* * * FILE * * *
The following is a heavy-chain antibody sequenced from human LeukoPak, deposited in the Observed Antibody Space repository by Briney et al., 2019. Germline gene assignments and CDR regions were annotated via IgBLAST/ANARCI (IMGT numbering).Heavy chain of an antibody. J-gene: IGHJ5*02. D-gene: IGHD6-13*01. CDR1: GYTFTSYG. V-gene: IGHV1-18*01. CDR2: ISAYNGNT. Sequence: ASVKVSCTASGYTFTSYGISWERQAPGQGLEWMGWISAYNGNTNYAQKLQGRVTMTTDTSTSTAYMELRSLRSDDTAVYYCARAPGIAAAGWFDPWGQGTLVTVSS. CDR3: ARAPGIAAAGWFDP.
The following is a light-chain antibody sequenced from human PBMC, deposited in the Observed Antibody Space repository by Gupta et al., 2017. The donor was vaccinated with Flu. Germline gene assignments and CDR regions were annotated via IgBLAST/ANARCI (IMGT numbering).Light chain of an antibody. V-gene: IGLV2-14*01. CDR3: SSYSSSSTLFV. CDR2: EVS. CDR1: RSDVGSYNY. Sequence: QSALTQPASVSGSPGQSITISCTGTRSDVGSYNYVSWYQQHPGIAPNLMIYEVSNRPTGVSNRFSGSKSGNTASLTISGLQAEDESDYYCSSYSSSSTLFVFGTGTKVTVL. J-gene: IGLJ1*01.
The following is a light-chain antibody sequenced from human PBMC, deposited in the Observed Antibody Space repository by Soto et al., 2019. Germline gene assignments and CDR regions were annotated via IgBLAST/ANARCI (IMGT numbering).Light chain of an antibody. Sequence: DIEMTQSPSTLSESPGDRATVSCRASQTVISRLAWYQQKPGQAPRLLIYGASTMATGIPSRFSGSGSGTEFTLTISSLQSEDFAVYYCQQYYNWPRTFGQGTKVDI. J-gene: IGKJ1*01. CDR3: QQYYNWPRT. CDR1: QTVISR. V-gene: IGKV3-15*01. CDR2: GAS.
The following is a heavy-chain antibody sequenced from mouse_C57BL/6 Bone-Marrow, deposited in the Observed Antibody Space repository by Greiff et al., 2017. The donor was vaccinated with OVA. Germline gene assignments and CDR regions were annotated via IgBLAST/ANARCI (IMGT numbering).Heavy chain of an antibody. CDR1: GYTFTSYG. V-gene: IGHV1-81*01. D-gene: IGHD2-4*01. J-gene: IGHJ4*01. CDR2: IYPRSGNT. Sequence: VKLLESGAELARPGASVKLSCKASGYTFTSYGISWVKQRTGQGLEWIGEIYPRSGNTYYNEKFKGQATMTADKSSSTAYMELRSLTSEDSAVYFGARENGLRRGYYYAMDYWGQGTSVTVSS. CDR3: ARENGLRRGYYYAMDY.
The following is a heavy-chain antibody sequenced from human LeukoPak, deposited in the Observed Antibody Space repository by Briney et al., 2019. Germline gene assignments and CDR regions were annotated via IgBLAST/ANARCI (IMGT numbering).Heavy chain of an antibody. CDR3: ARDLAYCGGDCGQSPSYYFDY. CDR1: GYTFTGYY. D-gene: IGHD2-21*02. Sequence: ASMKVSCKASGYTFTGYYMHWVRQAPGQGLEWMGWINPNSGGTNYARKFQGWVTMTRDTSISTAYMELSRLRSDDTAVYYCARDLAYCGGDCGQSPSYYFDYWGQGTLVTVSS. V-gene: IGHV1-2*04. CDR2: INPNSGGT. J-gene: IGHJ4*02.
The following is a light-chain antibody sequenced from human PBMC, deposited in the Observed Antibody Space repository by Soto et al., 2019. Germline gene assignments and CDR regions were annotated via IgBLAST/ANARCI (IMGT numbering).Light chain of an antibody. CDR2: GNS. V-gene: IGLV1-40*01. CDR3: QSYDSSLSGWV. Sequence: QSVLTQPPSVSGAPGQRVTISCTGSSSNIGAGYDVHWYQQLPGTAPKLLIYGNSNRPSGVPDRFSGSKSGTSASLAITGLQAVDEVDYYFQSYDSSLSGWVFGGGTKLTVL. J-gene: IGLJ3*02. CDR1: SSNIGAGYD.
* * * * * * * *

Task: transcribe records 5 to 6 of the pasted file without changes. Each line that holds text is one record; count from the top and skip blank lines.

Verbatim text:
The following is a heavy-chain antibody sequenced from human LeukoPak, deposited in the Observed Antibody Space repository by Briney et al., 2019. Germline gene assignments and CDR regions were annotated via IgBLAST/ANARCI (IMGT numbering).Heavy chain of an antibody. CDR3: ARDLAYCGGDCGQSPSYYFDY. CDR1: GYTFTGYY. D-gene: IGHD2-21*02. Sequence: ASMKVSCKASGYTFTGYYMHWVRQAPGQGLEWMGWINPNSGGTNYARKFQGWVTMTRDTSISTAYMELSRLRSDDTAVYYCARDLAYCGGDCGQSPSYYFDYWGQGTLVTVSS. V-gene: IGHV1-2*04. CDR2: INPNSGGT. J-gene: IGHJ4*02.
The following is a light-chain antibody sequenced from human PBMC, deposited in the Observed Antibody Space repository by Soto et al., 2019. Germline gene assignments and CDR regions were annotated via IgBLAST/ANARCI (IMGT numbering).Light chain of an antibody. CDR2: GNS. V-gene: IGLV1-40*01. CDR3: QSYDSSLSGWV. Sequence: QSVLTQPPSVSGAPGQRVTISCTGSSSNIGAGYDVHWYQQLPGTAPKLLIYGNSNRPSGVPDRFSGSKSGTSASLAITGLQAVDEVDYYFQSYDSSLSGWVFGGGTKLTVL. J-gene: IGLJ3*02. CDR1: SSNIGAGYD.